29. Nepal D, Balasubramanian S, Simonian AL, Davis VA (2008) Strong antimicrobial coatings: single-walled carbon nanotubes armored with biopolymers. Nano Lett 8(7):1896–1901CrossRefGoogle Scholar
  30. Onogi S, Asada T (1980) Rheology and rheo-optics of polymer liquid crystals. In: Astarita G, Marrucci G, Nicolais L (eds) Rheology Vol 1: Principles. Springer, New York, pp 127–147Google Scholar
  31. Onogi Y, White JL, Fellers JF (1980) Rheo-optics of shear and elongational flow of liquid cystalline polymer solutions: hydroxypropyl cellulose/water and poly-p-phenylene terephthalamide/sulfuric acid. J Non-Newtonian Fluid Mech 7(2–3):121–151CrossRefGoogle Scholar
  32. Orts W, Godbout L, Marchessault R, Revol J-F (1998) Enhanced ordering of liquid crystalline suspensions of cellulose microfibrils: a small angle neutron scattering study. Macromolecules 31(17):5717–5725CrossRefGoogle Scholar
  33. Pan J, Hamad W, Straus SK (2010) Parameters affecting the chiral nematic phase of nanocrystalline cellulose films. Macromolecules 43(8):3851–3858CrossRefGoogle Scholar
  34. Park JH, Noh J, Schütz C, Salazar-Alvarez G, Scalia G, Bergström L, Lagerwall JP (2014) Macroscopic control of helix orientation in films dried from cholesteric liquid-crystalline cellulose nanocrystal suspensions. ChemPhysChem 15(7):1477–1484CrossRefGoogle Scholar
  35. Reising AB, Moon RJ, Youngblood JP (2013) Effect of particle alignment on mechanical properties of neat cellulose nanocrystal films. J Sci Technol For Prod Process 2:32–41Google Scholar
  36. Revol J-F, Bradford H, Giasson J, Marchessault R, Gray D (1992) Helicoidal self-ordering of cellulose microfibrils in aqueous suspension. Int J Biol Macromol 14(3):170–172CrossRefGoogle Scholar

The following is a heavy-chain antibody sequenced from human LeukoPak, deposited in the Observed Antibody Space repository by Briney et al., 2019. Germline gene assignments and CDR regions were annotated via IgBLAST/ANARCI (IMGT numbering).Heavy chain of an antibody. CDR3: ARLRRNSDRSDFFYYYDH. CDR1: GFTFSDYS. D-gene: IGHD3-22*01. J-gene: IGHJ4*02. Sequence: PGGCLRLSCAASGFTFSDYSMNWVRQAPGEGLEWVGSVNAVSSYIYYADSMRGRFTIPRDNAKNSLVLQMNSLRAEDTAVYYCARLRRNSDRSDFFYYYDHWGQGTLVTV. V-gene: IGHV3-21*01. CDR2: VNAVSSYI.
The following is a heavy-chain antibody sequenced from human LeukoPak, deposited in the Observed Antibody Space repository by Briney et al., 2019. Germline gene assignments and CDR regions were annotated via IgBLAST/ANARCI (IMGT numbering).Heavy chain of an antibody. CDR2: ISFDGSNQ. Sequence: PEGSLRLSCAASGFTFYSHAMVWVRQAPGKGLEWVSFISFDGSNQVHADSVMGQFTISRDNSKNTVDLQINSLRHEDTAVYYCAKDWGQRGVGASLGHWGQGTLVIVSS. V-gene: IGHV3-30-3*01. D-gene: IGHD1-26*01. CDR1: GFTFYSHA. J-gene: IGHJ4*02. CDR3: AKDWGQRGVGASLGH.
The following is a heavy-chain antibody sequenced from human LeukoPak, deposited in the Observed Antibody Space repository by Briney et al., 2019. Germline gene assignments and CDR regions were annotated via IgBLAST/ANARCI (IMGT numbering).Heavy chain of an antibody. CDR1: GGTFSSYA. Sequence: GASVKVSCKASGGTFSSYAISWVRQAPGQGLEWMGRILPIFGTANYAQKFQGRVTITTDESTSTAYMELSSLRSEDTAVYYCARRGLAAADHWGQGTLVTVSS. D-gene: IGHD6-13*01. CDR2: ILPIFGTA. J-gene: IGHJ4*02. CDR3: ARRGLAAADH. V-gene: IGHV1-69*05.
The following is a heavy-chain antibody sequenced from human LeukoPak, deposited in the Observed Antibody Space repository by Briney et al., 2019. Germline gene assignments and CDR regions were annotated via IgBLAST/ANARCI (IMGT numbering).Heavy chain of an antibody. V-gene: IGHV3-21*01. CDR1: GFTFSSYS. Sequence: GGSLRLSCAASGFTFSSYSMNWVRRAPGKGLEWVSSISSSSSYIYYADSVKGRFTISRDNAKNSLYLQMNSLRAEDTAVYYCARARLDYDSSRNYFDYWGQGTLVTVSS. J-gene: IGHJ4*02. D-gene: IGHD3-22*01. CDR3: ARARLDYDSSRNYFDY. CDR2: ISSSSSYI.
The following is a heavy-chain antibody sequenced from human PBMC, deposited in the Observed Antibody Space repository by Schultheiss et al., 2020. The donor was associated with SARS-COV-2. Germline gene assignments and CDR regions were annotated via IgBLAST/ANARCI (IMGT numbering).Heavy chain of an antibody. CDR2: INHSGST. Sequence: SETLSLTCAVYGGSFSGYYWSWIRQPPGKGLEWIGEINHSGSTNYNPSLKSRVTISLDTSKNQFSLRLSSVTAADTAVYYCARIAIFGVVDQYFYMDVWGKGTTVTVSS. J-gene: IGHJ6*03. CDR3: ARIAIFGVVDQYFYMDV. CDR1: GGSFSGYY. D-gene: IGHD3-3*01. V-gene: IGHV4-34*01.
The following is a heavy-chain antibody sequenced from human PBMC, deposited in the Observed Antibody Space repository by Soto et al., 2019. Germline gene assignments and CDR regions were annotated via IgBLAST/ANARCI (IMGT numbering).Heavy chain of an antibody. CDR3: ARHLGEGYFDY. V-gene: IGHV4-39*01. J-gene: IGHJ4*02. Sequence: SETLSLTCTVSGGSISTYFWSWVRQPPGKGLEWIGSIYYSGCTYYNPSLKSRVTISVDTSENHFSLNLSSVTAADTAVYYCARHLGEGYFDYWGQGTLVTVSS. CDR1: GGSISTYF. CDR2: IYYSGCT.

37. Shafiei-Sabet S, Hamad WY, Hatzikiriakos SG (2012) Rheology of nanocrystalline cellulose aqueous suspensions. Langmuir 28(49):17124–17133CrossRefGoogle Scholar
  38. Singh KB, Bhosale LR, Tirumkudulu MS (2009) Cracking in drying colloidal films of flocculated dispersions. Langmuir 25(8):4284–4287CrossRefGoogle Scholar
  39. Stroobants A, Lekkerkerker HNW, Odijk T (1986) Effect of electrostatic interaction on the liquid-crystal phase-transition in solutions of rodlike polyelectrolytes. Macromolecules 19(8):2232–2238CrossRefGoogle Scholar
  40. Urena-Benavides EE, Ao G, Davis VA, Kitchens CL (2011) Rheology and phase behavior of lyotropic cellulose nanocrystal suspensions. Macromolecules 44(22):8990–8998CrossRefGoogle Scholar
  41. Walker L, Wagner N (1994) Rheology of region I flow in a lyotropic liquid-crystal polymer: the effects of defect texture. J Rheol 38(5):1525–1547CrossRefGoogle Scholar
  42. Wu Q, Meng Y, Wang S, Li Y, Fu S, Ma L, Harper D (2014) Rheological behavior of cellulose nanocrystal suspension: influence of concentration and aspect ratio. J Appl Polym Sci 131(15):4525(1)–4525(8)Google Scholar
  43. Xu T, Davis VA (2014) Liquid crystalline phase behavior of silica nanorods in dimethyl sulfoxide and water. Langmuir 30(16):4806–4813CrossRefGoogle Scholar
  44. Zhang Z, Wu Q, Song K, Ren S, Lei T, Zhang Q (2015) Using cellulose nanocrystals as a sustainable additive to enhance hydrophilicity, mechanical and thermal properties of poly(vinylidene fluoride)/poly(methyl methacrylate) blend. ACS Sustain Chem Eng 3(4):574–582CrossRefGoogle Scholar
  45. Zugenmaier P (2008) Cellulose crystalline cellulose and derivatives: characterization and structures. Springer, Berlin, pp 101–174Google Scholar

Copyright information

© Springer Science+Business Media Dordrecht 2016

Authors and Affiliations

  1. 1.Department of Chemical EngineeringAuburn UniversityAuburnUSA

Personalised recommendations